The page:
Pushing the boundaries of art: Wonaje Lee

Kodee Christensen

Assistant professor of graphic design Wonjae Lee arrived at Washburn University in 2017 and brought his expertise and knack for artistic revelation with him. 

“I studied electrical engineering [at University of Iowa] until I changed my major to art, specifically in design,” said Lee. “Now, I am doing both and it’s fantastic to be good at both. During my childhood, I liked making stuff. Back then, we had to choose one over another. But I was fortunate to study multiple disciplines while I was in college.”

Lee’s upbringing in Asian culture influenced his ability to pursue art in higher education. While his engineering pursuits were not his first choice, he has found a way to blend the two studies into a unique form of art.

“Every semester, I need to update myself on something. Either a more developed concept and theories or design techniques and technologies,” said Lee.

This drive to stay up to date on the latest advancements in art and technology has impacted Lee’s students in his classes to also stay updated.

“Photoshop is always changing, but Wonjae tries to keep us up to date,” said senior graphic design major Morgan Roberts. “He focuses a lot on the principles of graphic design. He’s very process oriented, which I think is very helpful in graphic design.”

Lee’s arrival at Washburn meant the advancement of art at the university in new ways, specifically his ability to merge different subjects with traditional art.

“It was an opportunity, because graphic design as a field was moving towards that cross discipline area,” said Lee. “There was a huge opportunity for me to start teaching these courses and teaching at this college. When they [Washburn] hired me, they were open to my suggestions and they already knew my experience. Most of the faculty, they wanted to have this type of learning curriculum in the art department, so it was just the right fit.”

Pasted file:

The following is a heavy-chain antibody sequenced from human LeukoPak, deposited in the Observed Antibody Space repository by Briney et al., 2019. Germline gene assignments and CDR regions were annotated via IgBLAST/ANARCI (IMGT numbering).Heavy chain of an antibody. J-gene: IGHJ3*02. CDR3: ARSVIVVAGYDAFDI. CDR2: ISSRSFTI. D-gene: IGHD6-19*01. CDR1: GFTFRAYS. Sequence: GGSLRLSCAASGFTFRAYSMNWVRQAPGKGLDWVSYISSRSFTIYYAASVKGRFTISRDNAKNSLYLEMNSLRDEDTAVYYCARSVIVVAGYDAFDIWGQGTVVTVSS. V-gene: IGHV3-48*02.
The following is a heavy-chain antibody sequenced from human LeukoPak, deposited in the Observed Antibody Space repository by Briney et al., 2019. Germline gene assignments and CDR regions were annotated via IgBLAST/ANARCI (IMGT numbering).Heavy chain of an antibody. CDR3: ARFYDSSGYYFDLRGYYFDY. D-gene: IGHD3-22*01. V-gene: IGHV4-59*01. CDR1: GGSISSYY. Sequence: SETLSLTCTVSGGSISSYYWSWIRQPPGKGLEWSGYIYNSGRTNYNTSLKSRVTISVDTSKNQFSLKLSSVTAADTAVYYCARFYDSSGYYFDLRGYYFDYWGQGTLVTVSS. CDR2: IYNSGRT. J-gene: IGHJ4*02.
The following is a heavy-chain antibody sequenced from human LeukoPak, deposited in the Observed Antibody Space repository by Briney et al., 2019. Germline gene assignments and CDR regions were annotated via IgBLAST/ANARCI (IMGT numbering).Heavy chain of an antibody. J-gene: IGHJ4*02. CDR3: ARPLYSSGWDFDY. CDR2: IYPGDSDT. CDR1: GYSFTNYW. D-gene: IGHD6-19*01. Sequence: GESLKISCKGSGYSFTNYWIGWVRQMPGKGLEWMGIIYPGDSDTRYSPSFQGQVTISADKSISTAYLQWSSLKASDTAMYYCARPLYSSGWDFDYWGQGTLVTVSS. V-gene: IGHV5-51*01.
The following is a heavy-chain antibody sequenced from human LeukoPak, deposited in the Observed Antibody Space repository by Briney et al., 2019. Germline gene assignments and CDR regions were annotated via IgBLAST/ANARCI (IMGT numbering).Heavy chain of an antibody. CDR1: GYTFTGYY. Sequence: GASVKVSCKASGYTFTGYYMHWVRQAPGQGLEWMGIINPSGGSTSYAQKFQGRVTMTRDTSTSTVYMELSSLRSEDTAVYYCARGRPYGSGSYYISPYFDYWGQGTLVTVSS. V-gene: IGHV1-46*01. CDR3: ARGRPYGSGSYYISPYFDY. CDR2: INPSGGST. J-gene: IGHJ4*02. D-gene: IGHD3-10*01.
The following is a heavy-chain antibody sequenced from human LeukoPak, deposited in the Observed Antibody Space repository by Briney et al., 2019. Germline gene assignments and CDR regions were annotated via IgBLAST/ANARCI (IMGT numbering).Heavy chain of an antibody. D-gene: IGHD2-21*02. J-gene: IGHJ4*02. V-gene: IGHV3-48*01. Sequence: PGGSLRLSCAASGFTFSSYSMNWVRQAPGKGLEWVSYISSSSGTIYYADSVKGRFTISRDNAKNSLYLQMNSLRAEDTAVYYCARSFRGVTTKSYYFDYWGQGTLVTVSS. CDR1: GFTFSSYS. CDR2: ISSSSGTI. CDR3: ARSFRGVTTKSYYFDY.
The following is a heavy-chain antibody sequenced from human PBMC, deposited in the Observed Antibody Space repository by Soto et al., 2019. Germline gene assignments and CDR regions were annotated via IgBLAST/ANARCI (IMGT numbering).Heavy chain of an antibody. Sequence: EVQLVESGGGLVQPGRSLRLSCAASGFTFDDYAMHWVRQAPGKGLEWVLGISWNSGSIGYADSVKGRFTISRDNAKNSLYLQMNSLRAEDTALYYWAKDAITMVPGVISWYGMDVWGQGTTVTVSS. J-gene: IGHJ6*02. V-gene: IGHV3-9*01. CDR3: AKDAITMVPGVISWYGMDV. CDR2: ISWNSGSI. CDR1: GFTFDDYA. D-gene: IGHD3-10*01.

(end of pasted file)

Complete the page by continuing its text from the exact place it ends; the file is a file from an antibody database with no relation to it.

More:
In his classes, Lee tries to create an atmosphere of openness and creativity.

“I want to create works that reflect my teaching philosophy and techniques,” said Lee. “So I’m constantly working on my own work and exhibitions.”

One of Lee’s current projects is creating promotional material and designing medals for the first Korean and American Adaptive Sports Festival in Kansas City, which is a special olympics and paralympics event happening this summer.

“This is very historical because it is the first time we’re doing this event in America,” said Lee. “These teams will go on to Korea for the Korean paralympics. It’s a huge deal right now.”

As a word of advice, Lee encourages his students to be open to trying new things and stepping outside of their comfort zones. He says that each experience can add to their ability to create art.

“It’s not just about making art,” said Lee. “It’s about everything. Students need to be reading books, experiencing different things. They should challenge themselves to gain another skill set like sports or other areas of studies. Be an open person and be open minded, because there are a lot of critiques.”

Edited by Adam White, Jason Morrison